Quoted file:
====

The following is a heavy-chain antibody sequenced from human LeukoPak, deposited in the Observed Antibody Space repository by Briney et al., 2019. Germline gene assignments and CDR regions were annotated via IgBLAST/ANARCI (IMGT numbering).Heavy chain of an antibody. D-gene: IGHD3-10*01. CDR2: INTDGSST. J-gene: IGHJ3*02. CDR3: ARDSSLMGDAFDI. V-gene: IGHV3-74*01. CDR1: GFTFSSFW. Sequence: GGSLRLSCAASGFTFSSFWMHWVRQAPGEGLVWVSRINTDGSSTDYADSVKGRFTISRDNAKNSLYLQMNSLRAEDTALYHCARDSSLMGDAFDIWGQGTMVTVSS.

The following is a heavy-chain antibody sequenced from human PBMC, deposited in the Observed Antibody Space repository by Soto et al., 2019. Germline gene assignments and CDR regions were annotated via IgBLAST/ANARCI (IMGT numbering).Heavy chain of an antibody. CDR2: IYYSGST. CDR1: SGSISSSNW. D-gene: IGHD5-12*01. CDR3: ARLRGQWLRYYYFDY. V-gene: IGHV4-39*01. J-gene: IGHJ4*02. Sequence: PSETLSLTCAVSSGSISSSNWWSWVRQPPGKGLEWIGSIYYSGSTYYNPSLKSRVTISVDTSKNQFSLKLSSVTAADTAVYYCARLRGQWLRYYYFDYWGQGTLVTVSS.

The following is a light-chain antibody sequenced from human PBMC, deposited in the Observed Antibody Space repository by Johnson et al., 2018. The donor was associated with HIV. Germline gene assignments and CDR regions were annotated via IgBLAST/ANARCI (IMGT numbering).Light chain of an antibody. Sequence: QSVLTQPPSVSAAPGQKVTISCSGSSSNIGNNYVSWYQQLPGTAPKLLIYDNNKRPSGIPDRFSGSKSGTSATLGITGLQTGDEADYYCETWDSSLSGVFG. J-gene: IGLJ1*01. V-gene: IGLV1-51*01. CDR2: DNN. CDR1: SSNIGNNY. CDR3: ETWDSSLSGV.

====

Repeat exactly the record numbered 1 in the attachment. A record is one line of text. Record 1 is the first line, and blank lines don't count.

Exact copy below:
The following is a heavy-chain antibody sequenced from human LeukoPak, deposited in the Observed Antibody Space repository by Briney et al., 2019. Germline gene assignments and CDR regions were annotated via IgBLAST/ANARCI (IMGT numbering).Heavy chain of an antibody. D-gene: IGHD3-10*01. CDR2: INTDGSST. J-gene: IGHJ3*02. CDR3: ARDSSLMGDAFDI. V-gene: IGHV3-74*01. CDR1: GFTFSSFW. Sequence: GGSLRLSCAASGFTFSSFWMHWVRQAPGEGLVWVSRINTDGSSTDYADSVKGRFTISRDNAKNSLYLQMNSLRAEDTALYHCARDSSLMGDAFDIWGQGTMVTVSS.